It took Big Willy and his trademark Memorial Day opening to finally knock “The Avengers” off their box office perch. In its fourth week of release, Joss Whedon’s superhero team-up was finally bested, falling to second place with another estimated $38 million over the weekend. “Men in Black 3”, the third film starring Will Smith and Tommy Lee Jones (and this time joined by Josh Brolin as a younger version of Jones), opened in first place as expected with $55 million, though still taking in well below industry expectations.
Now in its fourth week, Marvel’s “The Avengers” has crossed $500 million so far in domestic box office ($513 million to be exact), and $1.29 billion worldwide. That puts it 4th on the list of All-Time Worldwide earners, just behind “Harry Potter and the Deathly Hallows Part 2”. With only $33 million between it and “Potter”, there’s no stopping “The Avengers” from taking over third place by the end of next week. As for second or first, that’s pretty much a lost cause, with “Titanic’s” $2.185 billion well out of reach.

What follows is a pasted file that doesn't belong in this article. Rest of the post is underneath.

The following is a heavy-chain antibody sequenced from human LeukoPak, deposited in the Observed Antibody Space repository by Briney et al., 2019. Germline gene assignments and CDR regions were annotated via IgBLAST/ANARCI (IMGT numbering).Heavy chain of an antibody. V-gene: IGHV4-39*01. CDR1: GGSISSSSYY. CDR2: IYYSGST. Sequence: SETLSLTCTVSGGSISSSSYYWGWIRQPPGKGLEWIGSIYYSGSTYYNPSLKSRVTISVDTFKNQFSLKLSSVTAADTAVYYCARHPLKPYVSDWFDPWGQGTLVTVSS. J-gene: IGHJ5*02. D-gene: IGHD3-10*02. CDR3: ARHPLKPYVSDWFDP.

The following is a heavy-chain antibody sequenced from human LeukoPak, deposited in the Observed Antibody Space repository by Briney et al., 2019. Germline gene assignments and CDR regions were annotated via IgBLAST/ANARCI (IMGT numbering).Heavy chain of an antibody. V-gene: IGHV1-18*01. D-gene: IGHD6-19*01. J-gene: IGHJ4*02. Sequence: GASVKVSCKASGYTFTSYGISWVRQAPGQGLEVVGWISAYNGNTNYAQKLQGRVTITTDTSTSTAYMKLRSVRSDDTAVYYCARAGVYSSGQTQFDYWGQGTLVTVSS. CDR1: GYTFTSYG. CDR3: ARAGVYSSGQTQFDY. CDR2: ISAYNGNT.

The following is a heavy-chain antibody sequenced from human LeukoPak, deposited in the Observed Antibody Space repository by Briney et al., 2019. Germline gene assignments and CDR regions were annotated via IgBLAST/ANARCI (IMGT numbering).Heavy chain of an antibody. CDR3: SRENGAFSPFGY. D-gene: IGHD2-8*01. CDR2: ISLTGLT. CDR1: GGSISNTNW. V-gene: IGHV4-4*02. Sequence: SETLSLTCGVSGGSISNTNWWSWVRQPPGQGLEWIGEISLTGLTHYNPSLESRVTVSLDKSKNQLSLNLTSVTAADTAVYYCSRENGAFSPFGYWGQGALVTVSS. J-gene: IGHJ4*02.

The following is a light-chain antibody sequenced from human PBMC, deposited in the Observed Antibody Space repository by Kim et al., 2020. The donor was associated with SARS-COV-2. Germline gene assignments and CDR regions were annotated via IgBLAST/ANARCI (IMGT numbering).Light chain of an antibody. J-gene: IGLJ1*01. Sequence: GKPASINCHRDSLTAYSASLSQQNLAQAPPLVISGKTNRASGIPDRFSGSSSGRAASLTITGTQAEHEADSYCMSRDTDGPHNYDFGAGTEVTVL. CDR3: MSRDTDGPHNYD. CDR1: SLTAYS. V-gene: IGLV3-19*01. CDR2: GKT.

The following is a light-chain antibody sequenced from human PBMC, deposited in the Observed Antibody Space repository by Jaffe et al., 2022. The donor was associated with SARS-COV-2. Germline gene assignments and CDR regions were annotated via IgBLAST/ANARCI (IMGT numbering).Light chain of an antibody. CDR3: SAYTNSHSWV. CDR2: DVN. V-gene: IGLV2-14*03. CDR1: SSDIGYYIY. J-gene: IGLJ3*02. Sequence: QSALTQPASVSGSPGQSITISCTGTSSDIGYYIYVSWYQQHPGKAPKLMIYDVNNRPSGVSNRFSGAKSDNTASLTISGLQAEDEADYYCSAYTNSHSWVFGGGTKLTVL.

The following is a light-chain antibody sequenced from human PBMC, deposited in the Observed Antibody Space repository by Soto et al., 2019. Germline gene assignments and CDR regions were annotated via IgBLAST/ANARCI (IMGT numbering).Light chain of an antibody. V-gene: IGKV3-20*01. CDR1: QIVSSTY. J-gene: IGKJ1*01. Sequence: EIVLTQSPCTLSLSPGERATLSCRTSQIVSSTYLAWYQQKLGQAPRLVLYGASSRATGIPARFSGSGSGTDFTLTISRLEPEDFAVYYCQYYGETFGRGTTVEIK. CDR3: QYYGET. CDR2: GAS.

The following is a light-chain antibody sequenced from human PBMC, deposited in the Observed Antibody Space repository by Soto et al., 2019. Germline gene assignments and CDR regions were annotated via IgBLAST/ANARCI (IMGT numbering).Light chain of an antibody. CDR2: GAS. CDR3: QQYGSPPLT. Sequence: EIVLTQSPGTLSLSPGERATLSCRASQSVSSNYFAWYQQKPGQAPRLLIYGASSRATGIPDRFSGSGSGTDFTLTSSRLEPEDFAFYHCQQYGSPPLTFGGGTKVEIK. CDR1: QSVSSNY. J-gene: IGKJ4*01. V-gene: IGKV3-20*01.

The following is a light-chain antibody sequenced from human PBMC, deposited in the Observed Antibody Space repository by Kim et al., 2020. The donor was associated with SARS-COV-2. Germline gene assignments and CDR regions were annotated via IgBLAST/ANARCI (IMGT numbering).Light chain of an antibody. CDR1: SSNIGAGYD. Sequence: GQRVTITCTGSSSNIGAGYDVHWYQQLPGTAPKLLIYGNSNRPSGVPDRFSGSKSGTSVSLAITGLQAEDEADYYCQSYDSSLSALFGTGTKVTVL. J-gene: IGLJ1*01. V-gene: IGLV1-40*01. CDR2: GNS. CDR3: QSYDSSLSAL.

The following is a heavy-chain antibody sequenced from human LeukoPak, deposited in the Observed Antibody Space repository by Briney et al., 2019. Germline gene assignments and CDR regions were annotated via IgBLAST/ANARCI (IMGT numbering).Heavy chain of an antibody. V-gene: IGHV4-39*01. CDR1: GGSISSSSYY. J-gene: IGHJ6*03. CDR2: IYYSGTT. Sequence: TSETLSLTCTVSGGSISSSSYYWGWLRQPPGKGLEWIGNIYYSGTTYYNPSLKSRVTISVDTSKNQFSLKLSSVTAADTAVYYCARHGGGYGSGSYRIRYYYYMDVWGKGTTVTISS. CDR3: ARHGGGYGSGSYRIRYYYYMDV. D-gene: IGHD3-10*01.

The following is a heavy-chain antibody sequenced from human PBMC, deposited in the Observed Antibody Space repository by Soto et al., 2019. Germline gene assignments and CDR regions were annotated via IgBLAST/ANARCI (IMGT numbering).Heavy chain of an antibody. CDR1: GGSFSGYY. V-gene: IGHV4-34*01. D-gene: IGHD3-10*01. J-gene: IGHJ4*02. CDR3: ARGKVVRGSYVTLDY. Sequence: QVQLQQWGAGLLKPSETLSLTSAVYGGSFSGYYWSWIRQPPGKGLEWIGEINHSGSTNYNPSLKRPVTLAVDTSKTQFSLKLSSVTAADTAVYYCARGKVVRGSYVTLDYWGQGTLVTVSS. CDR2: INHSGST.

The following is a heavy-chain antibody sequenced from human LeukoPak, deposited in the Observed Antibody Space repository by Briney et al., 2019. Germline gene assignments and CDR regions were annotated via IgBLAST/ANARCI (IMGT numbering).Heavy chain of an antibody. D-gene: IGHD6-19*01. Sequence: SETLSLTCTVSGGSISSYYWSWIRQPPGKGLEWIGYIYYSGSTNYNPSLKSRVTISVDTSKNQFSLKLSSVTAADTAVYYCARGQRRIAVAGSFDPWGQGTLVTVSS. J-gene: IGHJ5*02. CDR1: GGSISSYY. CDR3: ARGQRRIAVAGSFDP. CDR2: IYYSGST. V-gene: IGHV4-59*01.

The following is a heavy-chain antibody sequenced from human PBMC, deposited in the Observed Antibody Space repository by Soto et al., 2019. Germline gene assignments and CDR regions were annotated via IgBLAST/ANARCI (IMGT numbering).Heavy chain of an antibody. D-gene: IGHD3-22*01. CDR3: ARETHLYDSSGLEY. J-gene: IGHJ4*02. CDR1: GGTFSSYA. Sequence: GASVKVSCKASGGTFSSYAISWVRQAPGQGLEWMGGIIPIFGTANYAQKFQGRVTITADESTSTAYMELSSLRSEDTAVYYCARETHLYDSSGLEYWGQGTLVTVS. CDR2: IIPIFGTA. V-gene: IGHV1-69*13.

As for “Men in Black 3”, a decade after the second movie, the MIB prove they still have some muscle at the box office, albeit they’re not as strong as they used to be. Kicking “The Avengers” down to second place was an accomplishment, but the film’s $55 million for the weekend (and estimated $70 million, counting Memorial Day tomorrow), is still well under expectations, which had it making somewhere in the $85 million range. Still, it opened much better than the first movie, which debuted with $51 million on its way to $589 worldwide, while the second film did slightly better with $52 million on its way to $441 worldwide. Of course, that’s if you don’t factor in inflation. It has been over 10 years since “Men in Black 2”, after all, and over 15 years since the first movie.
The week’s other studio newcomer, the Oren Peli-produced/co-written “Chernobyl Diaries” opened in a disappointing 5th place with $8 million. Traditionally, these cheapo films wouldn’t need all that big of a box office opening to earn a profit, but these films cost way more to promote than to make despite their no-name cast and questionable narrative. It also opened in over 2,433 screens, but still lost out to “Battleship” (#3) and “The Dictator” (#4).
Via : Box Office Mojo